Started October 2013
This is a project for the Raspberry Pi running RISC OS which analyses the output of strobe or flash lights on cameras.
The hardware side of the project consists of a photo-diode board connected to the Pi. There are only three connections, ground, positive power (which is connected to the 3.3v line on the Pi GPIO bus), and the digital output of the photo-diode board (which is connected to one of the Pi GPIO pins via a 1K resistor).
The photo-diode board consists of a photo-diode connected to a comparator. I bought mine off ebay from China for around £1.50. When the diode senses light the board gives a zero output, when the diode senses dark it gives a one output. There is a small potentiometer on the board which allows the point between light and dark to be adjusted.
There are two things that are of interest in the output of a strobe light. First the duration of the light pulse - typically this is used to adjust the exposure. An object further away needs more illumination and to do this, the duration is increased - rather than increasing the brightness of the light.
Secondly the visible flash consists of a number of pulses. Usually there will be a short pulse of light to work out how bright the second longer main flash should be. There may be other pulses to suppress 'red eye' or control slave flashes.
Duration of the light pulse is interesting because shorter pulses mean less motion can occur.
I connected the Pi GPIO to the photo-diode board via a length of ribbon cable, a bit of stripboard and an IC socket. I put a 1K resistor between the photo-diode output and the Pi GPIO pin, to protect against the situation of the Pi pin being set up as an output.
I found that from BBC Basic using the GPIO module SWI I could read a GPIO pin about 20,000 times a second. The code dimensions some memory (20,000 bytes or one seconds worth), and reads the photo diode output into it. From reading the system time at the start of this loop and at the end, I can work out how much time a single reading takes. Times are shown in milliseconds - ms - thousandths of a second. Given 20,000 readings resolution is 0.05 ms.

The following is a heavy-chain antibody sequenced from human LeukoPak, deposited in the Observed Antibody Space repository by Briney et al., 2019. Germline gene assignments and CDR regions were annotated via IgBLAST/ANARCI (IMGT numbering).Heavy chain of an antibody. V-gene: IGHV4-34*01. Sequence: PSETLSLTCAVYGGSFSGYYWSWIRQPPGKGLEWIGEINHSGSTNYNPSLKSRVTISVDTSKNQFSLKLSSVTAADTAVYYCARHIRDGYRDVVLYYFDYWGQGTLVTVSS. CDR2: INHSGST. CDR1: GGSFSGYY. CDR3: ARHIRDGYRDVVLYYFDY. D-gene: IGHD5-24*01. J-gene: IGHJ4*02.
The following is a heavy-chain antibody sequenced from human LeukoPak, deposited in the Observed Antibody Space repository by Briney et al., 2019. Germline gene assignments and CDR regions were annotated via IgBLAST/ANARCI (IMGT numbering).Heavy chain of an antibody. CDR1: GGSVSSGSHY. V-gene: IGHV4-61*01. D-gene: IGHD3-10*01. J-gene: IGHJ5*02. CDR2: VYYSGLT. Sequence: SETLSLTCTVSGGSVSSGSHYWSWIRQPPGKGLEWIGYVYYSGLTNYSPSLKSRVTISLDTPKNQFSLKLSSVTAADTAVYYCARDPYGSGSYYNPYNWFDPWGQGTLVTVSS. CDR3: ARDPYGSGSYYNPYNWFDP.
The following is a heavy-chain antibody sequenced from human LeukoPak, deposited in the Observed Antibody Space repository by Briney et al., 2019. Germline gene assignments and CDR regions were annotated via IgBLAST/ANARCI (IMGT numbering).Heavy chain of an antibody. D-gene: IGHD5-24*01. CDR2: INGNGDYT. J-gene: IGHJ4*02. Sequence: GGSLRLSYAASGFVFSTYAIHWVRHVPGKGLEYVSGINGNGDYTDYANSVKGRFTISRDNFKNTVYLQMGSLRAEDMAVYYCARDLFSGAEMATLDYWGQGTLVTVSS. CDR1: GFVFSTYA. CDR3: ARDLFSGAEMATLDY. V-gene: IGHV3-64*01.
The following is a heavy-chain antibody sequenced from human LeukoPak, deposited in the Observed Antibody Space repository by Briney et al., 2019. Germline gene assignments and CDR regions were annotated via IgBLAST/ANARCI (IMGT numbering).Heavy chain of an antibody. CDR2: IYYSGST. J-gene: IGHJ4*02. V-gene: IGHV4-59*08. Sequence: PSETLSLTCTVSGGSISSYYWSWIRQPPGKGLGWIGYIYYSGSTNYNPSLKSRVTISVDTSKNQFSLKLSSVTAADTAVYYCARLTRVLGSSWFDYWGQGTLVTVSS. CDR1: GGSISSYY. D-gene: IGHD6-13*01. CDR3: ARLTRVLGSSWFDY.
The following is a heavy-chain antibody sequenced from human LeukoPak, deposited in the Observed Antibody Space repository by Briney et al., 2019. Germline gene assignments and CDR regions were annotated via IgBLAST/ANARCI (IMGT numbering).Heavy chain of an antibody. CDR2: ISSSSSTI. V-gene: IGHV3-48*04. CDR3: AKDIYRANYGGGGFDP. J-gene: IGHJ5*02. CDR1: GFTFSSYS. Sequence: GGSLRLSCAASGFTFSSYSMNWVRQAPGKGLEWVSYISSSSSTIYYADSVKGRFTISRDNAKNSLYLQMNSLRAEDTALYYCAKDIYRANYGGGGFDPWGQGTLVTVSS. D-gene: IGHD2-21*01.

When the program is run it waits for the photo-diode to be illuminated, it then drops into the loop reading data. After that is complete it analyses what has happened.
Photos show the setup - click to view full size.
A reaction to this page came from David Daniels, he pointed out that replacing SYS"SWI_NAME" with SYS SWI_NUMBER will give an increase in speed. I tried this, and from reading 20,000 values per second the code became able to read 300,000 values per second. However the results changed - much speculation why, eventually the results from both lots of code became similar.
I found a page here where strobe times are measured using an oscilloscope and many are much shorter than those presented here. Strobes continue to give out some light for a long time, not enough light to have an effect on photographs but enough to trigger the photo-diode.
This raises the point that the point between light and dark needs picking well. For example it is possible to adjust the photo-diode board so that it indicates light all the time - that does not imply any flash measured has an infinite duration.
Sony Alpha 200 DSLR built in flash
Time 0 ms duration 0.693ms
Time 4.95 ms duration 0.792ms
Time 9.504 ms duration 0.792ms
Time 14.454 ms duration 0.5445ms
Time 107.118 ms duration 5.742ms
Polaroid PL108af compatible flash on Sony Alpha 200
Time 0 ms duration 1.98ms
Time 106.5735 ms duration 2.1285ms
Polaroid PL108af compatible flash on Sony Alpha 200 closer to object
Time 0 ms duration 1.782ms
Time 111.276 ms duration 0.7425ms
Canon IXUS 75
Time 0 ms duration 0.85ms
Time 58.25 ms duration 0.8ms
Canon Powershot a810
Time 0 ms duration 0.85ms
Time 76.15 ms duration 0.75ms
Meike 410 manual strobe on default setting
Time 0 ms duration 1.9305ms
Meike 410 manual strobe set to minimum
Time 0 ms duration 0.99ms
Canon Powershot a95
Time 0 ms duration 0.693ms
Time 118.503 ms duration 0.792ms
Eventually I fed the analogue (red) and digital (yellow) outputs from the photo-diode board into my oscilloscope. The trace below is for the Meike 410 on minimum power, 2 V and 500 μs per division.
The results confirm the time from the Pi but since the photo-diode saturates one can't say the time is for 50% brightness.
I bought some PD204-6C photo-diodes and using them with a single load resistor observed much shorter strobe times with no gradual decay. First photo Meike 410 on minimum power, 1 V and 100 μs per division, PD204-6C. Second photo Meike 410 on minimum power + 7, 1 V and 100 μs per division, PD204-6C. Third photo Meike 410 on minimum power + 7, 1 V and 500 μs per division, photo-diode board.
The Meike has a system of 8 big steps each of which has 7 small steps - total 56 brightness levels.
The schematic of the photo-diode board is here:
Light Sensor Module - Photodiode
The photo-diode has a 10K load resistor with a 100 nF capacitor to ground - the analogue output comes direct from the junction of the resistor and diode. It seems the exponential decay comes from the capacitor and not the light. The time constant of 10 K and 100 nF is 1 ms which matches up with the results.